Capacity market secures some new gas while providing stay of execution to old coal

  • 19 Dec 2014, 08:20
  • Mat Hope

Didcot power station | Andrew Smith

  • Government agrees to pay companies £19.40 per kilowatt to keep fossil fuel power plants available
  • Only five per cent of projects included in capacity market are new builds
  • Coal and biomass plants account for 20 per cent of the capacity made available under the market
  • Scheme expected to add £11 to consumer bills, of which only 54 pence goes towards building new, less carbon intensive, capacity

A new government policy designed to ensure the UK's future energy supply appears to have successfully incentivised companies to build over two gigawatts of new gas power, to sit alongside nine gigawatts of coal and biomass power. It should ensure the UK will have at least 48.6 gigawatts of fossil fuel power stations available in 2018.

The Department of Energy and Climate Change today released the  results of its first capacity market auction. It guarantees new gas plants will get paid £19.40 for each kilowatt of power capacity companies make available at the flick of a switch. The auction's biggest winner was gas power, with around 25 gigawatts of new and existing gas power plants receiving contracts.

But only five per cent of the capacity that secured contracts will be newly built, leading to concerns that the UK could be locked into using high carbon power sources during the 2020s.

While some have emphasised the lower than expected price as good for consumers, it may also have a knock-on effect on the UK's decarbonisation plans. We take a look at the auction's result, and what it may mean for the UK's future energy mix.

The capacity market

The government introduced the capacity market to try and ensure there is always enough power generating capacity available to meet demand, even when intermittent renewables are generating less electricity. The capacity market offers companies a set price if they promise to keep a particular amount of generation available, should it be needed.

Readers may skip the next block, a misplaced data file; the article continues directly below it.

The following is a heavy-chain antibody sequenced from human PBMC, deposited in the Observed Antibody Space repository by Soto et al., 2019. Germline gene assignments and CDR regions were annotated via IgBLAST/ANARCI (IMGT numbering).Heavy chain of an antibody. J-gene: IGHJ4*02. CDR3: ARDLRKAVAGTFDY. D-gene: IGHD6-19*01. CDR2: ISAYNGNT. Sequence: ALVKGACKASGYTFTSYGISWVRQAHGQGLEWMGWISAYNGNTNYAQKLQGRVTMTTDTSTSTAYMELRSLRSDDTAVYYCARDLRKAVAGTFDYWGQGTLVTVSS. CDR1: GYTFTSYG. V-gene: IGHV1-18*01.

To agree the price, this week the government conducted a 'descending auction'. The auction took place over four days, with the government and companies eventually settling on a price of £19.40 per kilowatt yesterday afternoon.



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Daily Briefing | North Sea oilfields "near collapse" after price nosedive

  • 19 Dec 2014, 00:00
  • Carbon Brief Staff

North Sea oil rig | Shutterstock

North Sea oilfields 'near collapse' after price nosedive 
The North Sea oil industry is "close to collapse", an expert has warned, as a slump in prices piles pressure on drillers to cut back investing in the region. The chairman of the independent explorers' association Brindex, told the BBC that it is "almost impossible to make money" with the oil price below $60 per barrel. "It's a huge crisis. This has happened before, and the industry adapts, but the adaptation is one of slashing people, slashing projects and reducing costs," he said. Meanwhile, oil prices dropping by 45 per cent is cause for concern in Aberdeen, reports the Financial Times, whose economy relies heavily on oil.     The Telegraph 

Climate and energy news

Chevron suspends Arctic drill plans 'indefinitely' 
Business Green reports: "With the oil price nearly halving since June, American oil giant Chevron has ditched its plans to explore in the Arctic - much to the relief of environmental groups... Chevron wrote to Canada's National Energy Board on Wednesday confirming it had walked away from plans to drill in the Beaufort Sea, citing 'the level of economic uncertainty in the industry'."     Business Green 

Climate change could cut world food output 18 percent by 2050 
Reuters reports: "Global warming could cause an 18 percent drop in world food production by 2050, but investments in irrigation and infrastructure, and moving food output to different regions, could reduce the loss, a study published on Thursday said." Careful adaptation will be required to limit the effects on agriculture, but it's going to be difficult to know exactly where to focus adaptation efforts, the study authors say.      Reuters 

Oil steady below $60, heads for 4th weekly decline as glut persists